Hiring and retaining employee talent is a critical factor in success, and providing fringe benefits can be an effective tool in this process.
Identify the critical importance of providing strong benefits packages, particularly in light of current external factors (e.g., health care costs)
Most employees expect some form of nonmonetary benefits in addition to wages.
In order to be competitive in their industry, companies can offer various fringe benefits to attract and retain employees. Benefits, if well managed, can be a source of competitive hiring practices.
With the increase in healthcare costs, employees are trending more towards jobs with benefits that will assist them with covering these costs. Companies also capture scale economies when negotiating with insurance companies, lowering cost per employee.
Various forms of nonwage compensation provided to employees in addition to their normal wages or salaries.
A combination of wages and benefits such as health insurance, vacation time, and retirement plans have become an expected form of compensation for today's employees. As the search for high-quality workers becomes more difficult and health care costs increase, it has become important to offer fringe benefits to gain a competitive advantage. Common benefits include the following:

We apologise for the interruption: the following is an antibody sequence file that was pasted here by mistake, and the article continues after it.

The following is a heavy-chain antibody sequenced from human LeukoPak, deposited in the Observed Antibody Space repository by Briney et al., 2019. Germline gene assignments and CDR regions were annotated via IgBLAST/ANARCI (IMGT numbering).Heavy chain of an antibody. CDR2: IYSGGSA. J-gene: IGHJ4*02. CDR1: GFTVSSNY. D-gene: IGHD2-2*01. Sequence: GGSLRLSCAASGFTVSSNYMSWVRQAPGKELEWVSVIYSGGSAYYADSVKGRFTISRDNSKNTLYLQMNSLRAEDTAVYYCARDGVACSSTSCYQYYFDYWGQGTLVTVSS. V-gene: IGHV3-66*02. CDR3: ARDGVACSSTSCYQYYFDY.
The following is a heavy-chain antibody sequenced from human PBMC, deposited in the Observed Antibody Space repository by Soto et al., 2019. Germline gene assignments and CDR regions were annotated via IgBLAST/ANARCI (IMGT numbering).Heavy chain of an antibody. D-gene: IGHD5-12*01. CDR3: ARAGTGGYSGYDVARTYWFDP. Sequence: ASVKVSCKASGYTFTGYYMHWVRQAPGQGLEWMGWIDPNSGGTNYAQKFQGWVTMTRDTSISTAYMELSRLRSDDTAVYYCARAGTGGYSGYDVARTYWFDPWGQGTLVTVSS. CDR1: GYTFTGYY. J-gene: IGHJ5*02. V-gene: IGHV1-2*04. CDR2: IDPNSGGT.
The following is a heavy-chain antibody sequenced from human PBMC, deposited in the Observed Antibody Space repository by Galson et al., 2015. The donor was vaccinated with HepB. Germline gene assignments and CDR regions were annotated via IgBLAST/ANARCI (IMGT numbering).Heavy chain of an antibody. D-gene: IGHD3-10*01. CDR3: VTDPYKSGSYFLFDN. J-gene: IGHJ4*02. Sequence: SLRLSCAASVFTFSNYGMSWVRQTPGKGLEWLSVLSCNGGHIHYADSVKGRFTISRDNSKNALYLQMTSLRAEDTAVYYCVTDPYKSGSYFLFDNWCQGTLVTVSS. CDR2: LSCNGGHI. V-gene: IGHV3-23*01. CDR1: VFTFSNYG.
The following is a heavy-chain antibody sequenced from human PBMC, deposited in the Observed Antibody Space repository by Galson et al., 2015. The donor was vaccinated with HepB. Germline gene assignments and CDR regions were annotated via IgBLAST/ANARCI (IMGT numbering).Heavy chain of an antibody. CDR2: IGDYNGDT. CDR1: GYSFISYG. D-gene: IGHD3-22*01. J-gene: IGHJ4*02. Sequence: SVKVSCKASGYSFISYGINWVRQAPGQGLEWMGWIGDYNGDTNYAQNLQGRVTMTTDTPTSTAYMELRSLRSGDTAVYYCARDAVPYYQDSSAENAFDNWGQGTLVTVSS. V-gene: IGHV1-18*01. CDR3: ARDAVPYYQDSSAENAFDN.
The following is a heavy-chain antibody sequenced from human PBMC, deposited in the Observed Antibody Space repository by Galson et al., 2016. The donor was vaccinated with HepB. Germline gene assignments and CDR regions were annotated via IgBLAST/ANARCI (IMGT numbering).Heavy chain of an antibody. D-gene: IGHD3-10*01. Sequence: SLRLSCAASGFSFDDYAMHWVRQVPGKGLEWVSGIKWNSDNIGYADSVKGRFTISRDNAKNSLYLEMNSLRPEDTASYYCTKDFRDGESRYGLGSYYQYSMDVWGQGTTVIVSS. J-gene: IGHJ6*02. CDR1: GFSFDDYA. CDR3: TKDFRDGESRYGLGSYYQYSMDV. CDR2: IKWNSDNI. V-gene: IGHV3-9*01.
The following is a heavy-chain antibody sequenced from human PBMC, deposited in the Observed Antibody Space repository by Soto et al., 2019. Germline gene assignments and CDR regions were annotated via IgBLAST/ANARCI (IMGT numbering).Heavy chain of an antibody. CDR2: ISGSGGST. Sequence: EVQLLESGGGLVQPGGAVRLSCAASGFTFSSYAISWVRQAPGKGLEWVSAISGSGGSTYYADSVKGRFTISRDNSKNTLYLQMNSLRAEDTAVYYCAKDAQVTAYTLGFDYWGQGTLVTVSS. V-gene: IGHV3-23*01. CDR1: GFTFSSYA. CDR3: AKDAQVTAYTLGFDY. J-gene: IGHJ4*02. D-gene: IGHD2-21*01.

Medical and dental insurance plans
Leisure activities on work time, such as in-office exercise facilities
Long-term and life insurance
Miscellaneous employee discounts
Free lunches at work
Rising Healthcare Costs
Healthcare costs have risen at a rate that makes it difficult for governments, businesses, and individuals to keep up. Without health insurance, individuals can easily be forced into poverty by trying to obtain medical care on their own.
While the cost negatively impacts businesses, it also offers an opportunity through competitive advantage. This is to say, organizations can capture lower health insurance costs per employee due to scale economies, allowing organizations an important bargaining chip in the hiring process.
Another key benefit for top talent is the offering of stock options. While stock as compensation has unique taxation rules, which can make it more or less attractive for specific people, it also has the added benefit of motivating the employee (particularly top management) to work to achieve broader organizational success. Stock options essentially mean ownership of the company, and this company ownership (i.e., equity) drives positive employee behavior.